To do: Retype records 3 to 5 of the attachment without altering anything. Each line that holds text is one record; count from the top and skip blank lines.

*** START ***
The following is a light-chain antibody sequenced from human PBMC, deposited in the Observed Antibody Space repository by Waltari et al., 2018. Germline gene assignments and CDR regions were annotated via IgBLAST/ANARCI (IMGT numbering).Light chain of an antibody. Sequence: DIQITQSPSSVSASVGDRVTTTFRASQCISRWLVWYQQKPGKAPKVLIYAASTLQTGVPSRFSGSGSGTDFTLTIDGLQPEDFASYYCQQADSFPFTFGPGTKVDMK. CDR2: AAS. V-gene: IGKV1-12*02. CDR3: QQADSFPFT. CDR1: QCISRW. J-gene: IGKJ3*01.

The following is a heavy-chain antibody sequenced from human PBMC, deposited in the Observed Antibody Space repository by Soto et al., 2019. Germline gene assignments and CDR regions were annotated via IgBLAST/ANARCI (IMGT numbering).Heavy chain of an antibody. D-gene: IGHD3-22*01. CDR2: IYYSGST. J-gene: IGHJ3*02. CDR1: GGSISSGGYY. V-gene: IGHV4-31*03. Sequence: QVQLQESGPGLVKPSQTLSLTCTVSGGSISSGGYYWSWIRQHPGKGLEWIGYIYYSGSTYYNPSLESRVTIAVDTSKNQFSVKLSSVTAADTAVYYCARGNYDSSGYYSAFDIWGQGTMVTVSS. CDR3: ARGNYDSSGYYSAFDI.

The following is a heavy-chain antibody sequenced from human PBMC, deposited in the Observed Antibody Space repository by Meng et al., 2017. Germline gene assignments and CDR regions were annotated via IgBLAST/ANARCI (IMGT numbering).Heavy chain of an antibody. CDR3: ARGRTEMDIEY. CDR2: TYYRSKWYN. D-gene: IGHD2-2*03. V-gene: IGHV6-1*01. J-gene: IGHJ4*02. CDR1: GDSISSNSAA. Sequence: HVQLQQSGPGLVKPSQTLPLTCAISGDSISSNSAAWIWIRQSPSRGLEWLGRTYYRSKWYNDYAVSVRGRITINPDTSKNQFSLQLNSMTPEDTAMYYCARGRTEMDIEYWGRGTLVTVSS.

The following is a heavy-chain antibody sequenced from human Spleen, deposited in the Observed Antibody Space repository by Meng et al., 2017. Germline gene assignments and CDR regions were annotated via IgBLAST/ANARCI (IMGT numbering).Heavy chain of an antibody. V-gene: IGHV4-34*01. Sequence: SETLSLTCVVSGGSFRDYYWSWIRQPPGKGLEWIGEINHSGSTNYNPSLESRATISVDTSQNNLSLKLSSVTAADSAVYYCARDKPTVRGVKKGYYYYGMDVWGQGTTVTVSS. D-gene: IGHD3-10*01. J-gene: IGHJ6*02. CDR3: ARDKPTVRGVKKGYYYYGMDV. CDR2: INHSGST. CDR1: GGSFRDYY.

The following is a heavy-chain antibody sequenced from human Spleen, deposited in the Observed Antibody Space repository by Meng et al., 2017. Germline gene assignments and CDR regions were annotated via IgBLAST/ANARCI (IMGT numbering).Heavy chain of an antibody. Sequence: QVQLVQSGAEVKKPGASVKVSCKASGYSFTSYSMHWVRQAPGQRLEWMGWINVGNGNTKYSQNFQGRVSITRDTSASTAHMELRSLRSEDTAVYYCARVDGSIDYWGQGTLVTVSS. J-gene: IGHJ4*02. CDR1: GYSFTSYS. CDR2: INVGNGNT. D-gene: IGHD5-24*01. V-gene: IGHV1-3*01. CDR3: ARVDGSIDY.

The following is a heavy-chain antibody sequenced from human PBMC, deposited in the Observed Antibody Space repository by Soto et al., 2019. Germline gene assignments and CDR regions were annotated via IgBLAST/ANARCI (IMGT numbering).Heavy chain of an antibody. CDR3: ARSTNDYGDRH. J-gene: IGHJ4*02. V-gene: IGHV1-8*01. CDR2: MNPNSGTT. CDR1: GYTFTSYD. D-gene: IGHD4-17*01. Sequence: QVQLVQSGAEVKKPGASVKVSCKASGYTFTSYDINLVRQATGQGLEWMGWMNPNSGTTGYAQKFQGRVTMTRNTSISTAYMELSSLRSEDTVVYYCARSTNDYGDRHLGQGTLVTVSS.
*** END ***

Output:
The following is a heavy-chain antibody sequenced from human PBMC, deposited in the Observed Antibody Space repository by Meng et al., 2017. Germline gene assignments and CDR regions were annotated via IgBLAST/ANARCI (IMGT numbering).Heavy chain of an antibody. CDR3: ARGRTEMDIEY. CDR2: TYYRSKWYN. D-gene: IGHD2-2*03. V-gene: IGHV6-1*01. J-gene: IGHJ4*02. CDR1: GDSISSNSAA. Sequence: HVQLQQSGPGLVKPSQTLPLTCAISGDSISSNSAAWIWIRQSPSRGLEWLGRTYYRSKWYNDYAVSVRGRITINPDTSKNQFSLQLNSMTPEDTAMYYCARGRTEMDIEYWGRGTLVTVSS.

The following is a heavy-chain antibody sequenced from human Spleen, deposited in the Observed Antibody Space repository by Meng et al., 2017. Germline gene assignments and CDR regions were annotated via IgBLAST/ANARCI (IMGT numbering).Heavy chain of an antibody. V-gene: IGHV4-34*01. Sequence: SETLSLTCVVSGGSFRDYYWSWIRQPPGKGLEWIGEINHSGSTNYNPSLESRATISVDTSQNNLSLKLSSVTAADSAVYYCARDKPTVRGVKKGYYYYGMDVWGQGTTVTVSS. D-gene: IGHD3-10*01. J-gene: IGHJ6*02. CDR3: ARDKPTVRGVKKGYYYYGMDV. CDR2: INHSGST. CDR1: GGSFRDYY.

The following is a heavy-chain antibody sequenced from human Spleen, deposited in the Observed Antibody Space repository by Meng et al., 2017. Germline gene assignments and CDR regions were annotated via IgBLAST/ANARCI (IMGT numbering).Heavy chain of an antibody. Sequence: QVQLVQSGAEVKKPGASVKVSCKASGYSFTSYSMHWVRQAPGQRLEWMGWINVGNGNTKYSQNFQGRVSITRDTSASTAHMELRSLRSEDTAVYYCARVDGSIDYWGQGTLVTVSS. J-gene: IGHJ4*02. CDR1: GYSFTSYS. CDR2: INVGNGNT. D-gene: IGHD5-24*01. V-gene: IGHV1-3*01. CDR3: ARVDGSIDY.